Looking to benefit from mentor sentences and interactive notebook activities, perhaps together?
My students and I discuss grammar as a natural extension with literature and nonfiction, normally by pulling sentences from stories, or mentor sentences.
When I teach high school students, I often let them find the mentor sentences. They see more value in choosing what to study, and this provides a fast way for differentiation.
When I taught middle school, I gave more guidance when choosing mentor sentences but still encouraged students to help in choosing.
When I teach grammar with my own children, I choose sentences for them because they are in primary school.
No matter the grade level, using interactive pieces for studying mentor sentences has proven effective for me.
(For reference, my son is in fourth grade, and he is fanatical about the Percy Jackson series. We modeled these interactive notebook pieces together using mentor sentences that we pulled from the first book. My daughter is in second grade, and we use words from Minecraft books to sort.) If you are interested in grammar activities I made for Ty a few years ago, you may want to read elementary grammar lessons.
These interactive notebook pieces in the pictures below will work for any novel or short story, though.
When using mentor sentences with interactive notebook pieces, I have observed the following benefits:
Provide Student Choice
Students can choose what they want to study. I can choose a general topic, such as verb voice, and then students can decide how many active and passive voice verbs to find. Either way, the students provide a choice in choosing what to study.
Of course, I do guide what students should study. Students appreciate when I say, “tell me your favorite part.” Students can then find a sentence to study from that section.
Take for example one interactive piece that says “sentence” and “page number.” Teachers may choose a host of possibilities: ask students to find action or linking verbs, simple sentences, or subjects and verbs. Study any grammar concept that certain student needs to practice.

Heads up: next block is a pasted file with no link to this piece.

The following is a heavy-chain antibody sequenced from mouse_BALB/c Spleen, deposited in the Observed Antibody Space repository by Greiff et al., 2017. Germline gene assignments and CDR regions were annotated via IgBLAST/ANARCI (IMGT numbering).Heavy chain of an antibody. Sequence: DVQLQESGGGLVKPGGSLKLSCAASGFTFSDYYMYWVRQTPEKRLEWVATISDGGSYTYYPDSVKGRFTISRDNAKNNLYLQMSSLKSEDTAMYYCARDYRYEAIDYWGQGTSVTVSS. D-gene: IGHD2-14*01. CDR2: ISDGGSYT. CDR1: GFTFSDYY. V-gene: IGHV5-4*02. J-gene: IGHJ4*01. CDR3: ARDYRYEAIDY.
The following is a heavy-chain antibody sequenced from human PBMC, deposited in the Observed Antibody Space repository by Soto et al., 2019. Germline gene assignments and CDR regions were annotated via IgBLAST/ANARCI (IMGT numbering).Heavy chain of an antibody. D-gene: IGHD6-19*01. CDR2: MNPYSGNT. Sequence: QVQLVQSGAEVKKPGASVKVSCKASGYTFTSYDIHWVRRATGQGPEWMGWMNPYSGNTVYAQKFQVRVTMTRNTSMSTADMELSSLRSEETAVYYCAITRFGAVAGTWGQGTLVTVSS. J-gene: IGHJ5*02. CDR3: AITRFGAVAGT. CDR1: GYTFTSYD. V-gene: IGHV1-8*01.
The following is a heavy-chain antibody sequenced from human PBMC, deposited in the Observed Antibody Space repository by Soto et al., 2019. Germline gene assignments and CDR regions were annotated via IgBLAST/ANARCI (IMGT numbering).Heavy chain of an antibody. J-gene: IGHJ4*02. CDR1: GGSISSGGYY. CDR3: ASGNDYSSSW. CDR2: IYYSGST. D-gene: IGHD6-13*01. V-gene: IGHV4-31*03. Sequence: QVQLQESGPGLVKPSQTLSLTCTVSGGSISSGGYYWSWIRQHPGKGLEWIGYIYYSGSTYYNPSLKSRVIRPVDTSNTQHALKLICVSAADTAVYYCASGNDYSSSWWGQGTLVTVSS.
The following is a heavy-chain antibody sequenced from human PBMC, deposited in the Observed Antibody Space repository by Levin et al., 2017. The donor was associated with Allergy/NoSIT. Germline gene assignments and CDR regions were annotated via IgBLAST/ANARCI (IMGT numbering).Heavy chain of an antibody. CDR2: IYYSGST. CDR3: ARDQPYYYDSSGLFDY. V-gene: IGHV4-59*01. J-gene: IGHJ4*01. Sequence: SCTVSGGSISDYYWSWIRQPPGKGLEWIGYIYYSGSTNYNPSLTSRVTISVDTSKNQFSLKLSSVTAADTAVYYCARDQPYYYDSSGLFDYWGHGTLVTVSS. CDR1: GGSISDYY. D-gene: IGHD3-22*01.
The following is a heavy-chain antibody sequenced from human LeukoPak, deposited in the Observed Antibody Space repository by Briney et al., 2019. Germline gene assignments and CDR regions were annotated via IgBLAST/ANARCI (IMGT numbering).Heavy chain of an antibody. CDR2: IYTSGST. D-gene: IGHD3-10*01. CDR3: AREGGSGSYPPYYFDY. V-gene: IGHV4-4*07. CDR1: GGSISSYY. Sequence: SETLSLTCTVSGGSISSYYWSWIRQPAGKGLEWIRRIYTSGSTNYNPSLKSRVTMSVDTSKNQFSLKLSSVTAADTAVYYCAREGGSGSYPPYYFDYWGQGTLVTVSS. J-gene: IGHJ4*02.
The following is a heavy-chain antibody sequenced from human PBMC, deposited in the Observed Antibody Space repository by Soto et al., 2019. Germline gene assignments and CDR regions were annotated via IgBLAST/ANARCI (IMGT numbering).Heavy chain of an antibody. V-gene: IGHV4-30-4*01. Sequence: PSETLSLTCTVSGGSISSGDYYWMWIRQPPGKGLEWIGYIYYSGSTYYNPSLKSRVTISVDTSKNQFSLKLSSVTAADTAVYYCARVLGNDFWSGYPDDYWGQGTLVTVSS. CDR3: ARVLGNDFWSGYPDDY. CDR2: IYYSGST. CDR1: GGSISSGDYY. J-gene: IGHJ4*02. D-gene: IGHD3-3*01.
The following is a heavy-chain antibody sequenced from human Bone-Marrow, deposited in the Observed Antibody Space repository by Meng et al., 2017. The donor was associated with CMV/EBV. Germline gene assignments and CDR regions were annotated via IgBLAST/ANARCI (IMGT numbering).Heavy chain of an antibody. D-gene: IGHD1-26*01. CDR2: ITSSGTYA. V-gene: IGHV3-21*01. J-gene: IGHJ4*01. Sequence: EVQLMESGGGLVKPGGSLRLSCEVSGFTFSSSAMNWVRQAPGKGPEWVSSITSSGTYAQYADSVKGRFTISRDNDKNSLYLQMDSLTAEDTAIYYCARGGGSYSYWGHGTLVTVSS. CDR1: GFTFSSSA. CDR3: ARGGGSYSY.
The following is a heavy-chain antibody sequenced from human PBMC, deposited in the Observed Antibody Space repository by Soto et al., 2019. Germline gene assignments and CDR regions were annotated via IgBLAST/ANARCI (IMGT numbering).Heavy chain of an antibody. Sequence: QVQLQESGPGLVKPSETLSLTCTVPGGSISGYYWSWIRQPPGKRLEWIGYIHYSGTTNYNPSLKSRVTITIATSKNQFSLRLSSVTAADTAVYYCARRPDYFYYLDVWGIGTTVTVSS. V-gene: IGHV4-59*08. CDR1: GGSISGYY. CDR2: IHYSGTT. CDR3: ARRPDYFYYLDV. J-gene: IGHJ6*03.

Right now when I study with son (he is ten), I work on parts of speech. As we continue studying grammar together, we can use the same pieces to study verbals, types of sentences, and more.
Study Any Story
Currently, my son studies grammar with me as after-school practice. Percy Jackson, perfect!
All of the sentences spark interesting discussions because he obsesses over this series. Most recently, he debated that the term “half-blood” should be a proper noun because it is frequently used as a name. I showed him that the author chose not to capitalize it. I appreciate that he sees fascinating characters and thrilling plots from a different perspective by studying the language.
Study Any Grammatical Concept
Just as these interactive notebook pieces will work with any story, feel free to use these to study any grammatical concept. The pieces have pre-made labels for parts of speech, parts of a sentence, verbals, phrases, verb voice, clauses, and types of sentences. I know that teachers need diversity, and blank ones are included.
Use Without Notebooks
The pieces of this are large. With the exception of making small cuts on the flaps, students could use these pieces without inserting them into a notebook. Sometimes, I ask my older students to use these as a quick extension activity to close a story – no notebook required.
Any time I can give my students choice, I try to do so because they are happier.
Any time I can differentiate grammar, I am happy.
These activities blend those two goals into meaningful mentor sentence activities.
Mentor sentences and interactive notebook pieces together, please?! The possibilities are endless, and they work well for both students and teachers.